Guide to SMTP (Simple Mail Transfer Protocol)

Email is by far the most popular service on the Internet. It puts you in contact with your friends and business relatives in just seconds. To be able to send email to your contacts, you need an email client on your machine that talks to a mail server that will route the email to the mail server where the recipientís mailbox is stored. The way mail servers talk to each other is by using a standard protocol called SMTP - short for Simple Mail Transfer Protocol. This guide will cover the aspects of the SMTP protocol, email server, routing and how these systems work.

SMTP Email flow

When you send an email your client uses SMTP to transmit the email to your outbound server. This is like putting a letter into a postbox or post office for delivery.

Email clientSMTPSMTP Server
Email clientSMTPSMTP Server

The smtp server then looks up the correct server to deliver the email to based on the email domain and sends the email on to the next server, again using the SMTP protocol.

SMTP ServerSMTPMail Server
SMTP ServerSMTPMail Server

The mailserver responsible for the email recipient domain then stores the email ready for the recipient's email client to collect it. This is similar to putting the email in a pigeon-hole for the recipient.

Mail ServerPOP3/IMAPRecipient client
Mail ServerPOP3/IMAPRecipient client

The recipient collects the email from the mailserver using a mail client that users the protocol POP3 or IMAP (or webmail using a web browser)




How does it work?


When you create an email in your email program, the message is sent to a mail server that allows you to send emails. Your email client will be configured to send all it's outgoing emails to this server. In most cases this is done by using the SMTP protocol. What happens next?

  • Your server then looks at the envelope (just as the post office would do with a normal letter) and looks to whom the email is addressed. Let's use user@example.com in our example.

  • Your server then needs to find out where to send the email. Based on the recipients domain name (the name to the right of the @-sign. i.e: example.com), it needs to

  • do a DNS (Domain Name Server) lookup. It will look in DNS to find the MX (Mail eXchange) entry for the domain example.com. This gives your email server the IP address/hostname of the mail server that is responsible for receving emails for the domain example.com.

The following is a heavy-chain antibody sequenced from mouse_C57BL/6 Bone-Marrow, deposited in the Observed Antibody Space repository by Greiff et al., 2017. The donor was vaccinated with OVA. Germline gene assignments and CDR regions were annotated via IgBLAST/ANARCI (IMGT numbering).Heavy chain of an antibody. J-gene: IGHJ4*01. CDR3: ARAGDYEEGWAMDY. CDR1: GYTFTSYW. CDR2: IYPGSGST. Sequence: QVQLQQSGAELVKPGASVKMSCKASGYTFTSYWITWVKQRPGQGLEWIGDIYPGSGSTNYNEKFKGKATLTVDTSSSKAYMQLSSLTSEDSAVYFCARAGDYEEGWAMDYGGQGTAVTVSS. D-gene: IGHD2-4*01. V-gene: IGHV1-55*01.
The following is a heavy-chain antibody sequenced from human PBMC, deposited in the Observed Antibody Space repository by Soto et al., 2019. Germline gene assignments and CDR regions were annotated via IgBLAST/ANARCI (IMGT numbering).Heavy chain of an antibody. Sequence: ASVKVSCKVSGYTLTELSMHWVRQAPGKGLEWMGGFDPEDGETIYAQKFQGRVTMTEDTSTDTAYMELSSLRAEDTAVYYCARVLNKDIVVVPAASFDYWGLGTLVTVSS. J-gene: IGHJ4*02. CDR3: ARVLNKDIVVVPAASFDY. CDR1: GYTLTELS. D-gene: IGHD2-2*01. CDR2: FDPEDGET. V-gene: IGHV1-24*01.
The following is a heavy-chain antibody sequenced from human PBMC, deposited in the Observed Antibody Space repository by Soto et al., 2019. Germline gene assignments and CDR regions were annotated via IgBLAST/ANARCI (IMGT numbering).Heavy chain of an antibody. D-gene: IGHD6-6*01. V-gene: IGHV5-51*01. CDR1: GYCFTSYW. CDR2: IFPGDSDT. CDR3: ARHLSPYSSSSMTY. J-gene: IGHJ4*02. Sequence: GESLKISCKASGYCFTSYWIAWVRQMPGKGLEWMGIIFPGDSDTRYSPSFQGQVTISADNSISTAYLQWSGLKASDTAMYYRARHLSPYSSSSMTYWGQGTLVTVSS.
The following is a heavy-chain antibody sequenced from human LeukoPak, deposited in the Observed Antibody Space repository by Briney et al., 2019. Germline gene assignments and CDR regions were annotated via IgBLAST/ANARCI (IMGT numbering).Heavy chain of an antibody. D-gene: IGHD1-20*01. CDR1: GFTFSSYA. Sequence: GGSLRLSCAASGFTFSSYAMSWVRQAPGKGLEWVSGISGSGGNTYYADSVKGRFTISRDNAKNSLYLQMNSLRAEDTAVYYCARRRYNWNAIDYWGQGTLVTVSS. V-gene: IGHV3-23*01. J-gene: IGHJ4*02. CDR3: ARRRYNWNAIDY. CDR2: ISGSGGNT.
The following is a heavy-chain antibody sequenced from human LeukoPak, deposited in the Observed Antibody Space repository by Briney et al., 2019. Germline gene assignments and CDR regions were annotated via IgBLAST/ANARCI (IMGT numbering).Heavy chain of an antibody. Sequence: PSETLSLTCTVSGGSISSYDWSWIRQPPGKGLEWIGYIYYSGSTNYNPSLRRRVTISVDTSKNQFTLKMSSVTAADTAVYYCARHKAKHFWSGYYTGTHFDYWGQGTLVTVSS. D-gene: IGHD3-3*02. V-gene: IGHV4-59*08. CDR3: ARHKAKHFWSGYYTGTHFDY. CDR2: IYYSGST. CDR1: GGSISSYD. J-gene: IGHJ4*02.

• When your server knows the IP address (destination) of your recipients email server, it will do a connect to this server on the SMTP port. The port used on the internet is ALWAYS port 25 for SMTP.

  • When connected, your server will say "Hello, I have an email for 'user@example.com'". The email server at example.com then says "OK, please start the transmission of your email". If the server isn't responsible for receiving email for example.com, it will inform your server causing it to return the email with an error. These errors can happen when your server is using a DNS server that is not up-to date. It is therefore very important that your server uses correct DNS server(s).

  • Alternatively, your email server doesn't need to do the DNS/MX lookup if you have a smart host your server can forward all it's outbound emails to. A smart host will then either do the DNS/MX lookups itself, or forward the message to another server (smart host) to do the job. This is common in interal networks where you have a virus scanner that scans your outbound emails before delivery to the final destination.

    DIAGRAM SHOWING basically the flow of the SMTP email from
    client->server->dns lookup->remote server->delivery


  • Nice to know


  • On one machine (or to be exact, at one IP address), you can ONLY have one service that is bound to a specific internet port. I.e: In our terms, there can only be ONE server listening for SMTP traffic on TCP/IP port 25. However, you can have SMTP traffic running in your own network on other ports than 25 as long as the servers that are going to speak with each other knows about this.

  • The SMTP port used by ALL email systems that communicates with other public email servers on the internet is port 25. You cannot set your server to accept SMTP on another port if you want it to receive emails from the internet as your primary server.

  • A hostname/IP address is a unique address that identifies one machine on the internet.

  • DNS is a server hosted normally at your ISP (Internet Service Provider) to let other machines look up ip addresses of your domain.

  • 'Smart host' is a common name in email systems and describes another SMTP server that will be able to relay your messages. I.e: It could accept messages from your internal email server and then deliver it to the final destination. Your ISP will normally provide you with a smtp server you can use as smar thost.